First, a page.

Of course, these promising early stage findings still need to be translated into human therapeutics. This may be easier than traditional neurological approaches because it is much easier to deliver drugs to the gut than to get them to cross the blood-brain barrier. Following up with a targeted approach to modulate the production of butyrate and other inflammatory compounds produced in the gut may bring the first truly effective PD therapy into the clinics.

Autism Spectrum Disorder

Autism spectrum disorder (ASD) is a developmental brain disorder characterized by impaired social interaction, communication, and restrictive and repetitive behavior. These symptoms impact a child’s educational, social, emotional, and physical development. More than 3.5 million Americans live with an autism spectrum disorder according to the Autism Society. The cause is unknown, although genetics is thought to play a role.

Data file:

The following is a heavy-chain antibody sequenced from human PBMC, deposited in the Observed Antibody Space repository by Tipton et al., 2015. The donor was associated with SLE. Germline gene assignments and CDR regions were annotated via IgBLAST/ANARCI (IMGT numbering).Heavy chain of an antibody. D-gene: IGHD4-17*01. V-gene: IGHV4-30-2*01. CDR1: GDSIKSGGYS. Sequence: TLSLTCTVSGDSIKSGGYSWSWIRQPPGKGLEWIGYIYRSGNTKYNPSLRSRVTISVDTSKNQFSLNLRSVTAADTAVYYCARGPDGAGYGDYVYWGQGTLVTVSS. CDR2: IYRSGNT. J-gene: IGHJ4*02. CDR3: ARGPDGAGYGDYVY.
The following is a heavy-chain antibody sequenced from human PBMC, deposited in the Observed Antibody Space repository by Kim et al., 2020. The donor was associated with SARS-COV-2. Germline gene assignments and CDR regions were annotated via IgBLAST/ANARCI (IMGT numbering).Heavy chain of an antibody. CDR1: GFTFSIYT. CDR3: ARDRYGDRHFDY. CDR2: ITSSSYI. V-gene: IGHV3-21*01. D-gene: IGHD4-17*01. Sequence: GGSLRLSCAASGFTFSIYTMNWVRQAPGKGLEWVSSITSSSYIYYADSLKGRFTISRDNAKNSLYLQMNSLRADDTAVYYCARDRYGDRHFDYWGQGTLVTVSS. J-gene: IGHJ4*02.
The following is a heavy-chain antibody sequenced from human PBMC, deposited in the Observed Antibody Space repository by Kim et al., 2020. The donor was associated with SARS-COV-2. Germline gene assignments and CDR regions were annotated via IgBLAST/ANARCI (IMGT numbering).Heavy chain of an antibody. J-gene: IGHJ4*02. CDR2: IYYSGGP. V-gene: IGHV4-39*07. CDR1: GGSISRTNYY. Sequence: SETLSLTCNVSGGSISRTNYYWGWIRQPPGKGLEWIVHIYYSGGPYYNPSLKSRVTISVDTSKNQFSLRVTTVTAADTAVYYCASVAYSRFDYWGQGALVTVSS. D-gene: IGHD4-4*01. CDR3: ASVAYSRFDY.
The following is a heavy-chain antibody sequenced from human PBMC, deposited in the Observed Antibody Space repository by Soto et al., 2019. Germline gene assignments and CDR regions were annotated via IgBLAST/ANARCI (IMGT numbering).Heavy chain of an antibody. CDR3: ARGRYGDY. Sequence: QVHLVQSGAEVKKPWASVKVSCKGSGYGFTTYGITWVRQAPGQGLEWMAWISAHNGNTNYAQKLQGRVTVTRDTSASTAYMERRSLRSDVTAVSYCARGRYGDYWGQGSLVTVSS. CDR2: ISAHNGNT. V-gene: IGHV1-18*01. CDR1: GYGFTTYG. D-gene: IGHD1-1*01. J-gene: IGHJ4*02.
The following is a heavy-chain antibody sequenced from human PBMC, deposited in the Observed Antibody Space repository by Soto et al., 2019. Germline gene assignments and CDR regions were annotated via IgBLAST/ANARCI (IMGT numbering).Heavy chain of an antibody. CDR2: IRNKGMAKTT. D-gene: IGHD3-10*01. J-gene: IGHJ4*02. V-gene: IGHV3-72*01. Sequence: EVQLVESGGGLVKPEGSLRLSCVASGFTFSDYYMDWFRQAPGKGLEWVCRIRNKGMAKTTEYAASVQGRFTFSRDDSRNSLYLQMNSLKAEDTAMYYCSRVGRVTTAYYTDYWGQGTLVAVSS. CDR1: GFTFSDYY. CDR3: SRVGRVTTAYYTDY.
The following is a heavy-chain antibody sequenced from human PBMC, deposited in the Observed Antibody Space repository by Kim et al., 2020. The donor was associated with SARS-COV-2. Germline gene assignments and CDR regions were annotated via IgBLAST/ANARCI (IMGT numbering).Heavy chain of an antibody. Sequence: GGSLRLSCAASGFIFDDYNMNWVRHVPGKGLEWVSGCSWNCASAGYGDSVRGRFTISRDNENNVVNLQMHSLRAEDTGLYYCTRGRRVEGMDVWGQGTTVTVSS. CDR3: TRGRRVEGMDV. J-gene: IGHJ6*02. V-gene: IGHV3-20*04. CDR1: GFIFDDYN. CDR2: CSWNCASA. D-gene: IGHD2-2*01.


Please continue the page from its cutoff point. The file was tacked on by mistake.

Similar to PD, a significant portion of ASD patients exhibit gastrointestinal problems. The Mazmanian lab demonstrated that feeding ASD mice a specific strain of bacteria called B. fragilis — a part of the human microbiome — altered the mouse microbiome and reduced some of the ASD-like behaviors such as anxiety and repetitive behavior, and increased levels of communication with other mice. These experiments suggest a possible probiotic therapy for autism.

Carb Loading With Symbiotix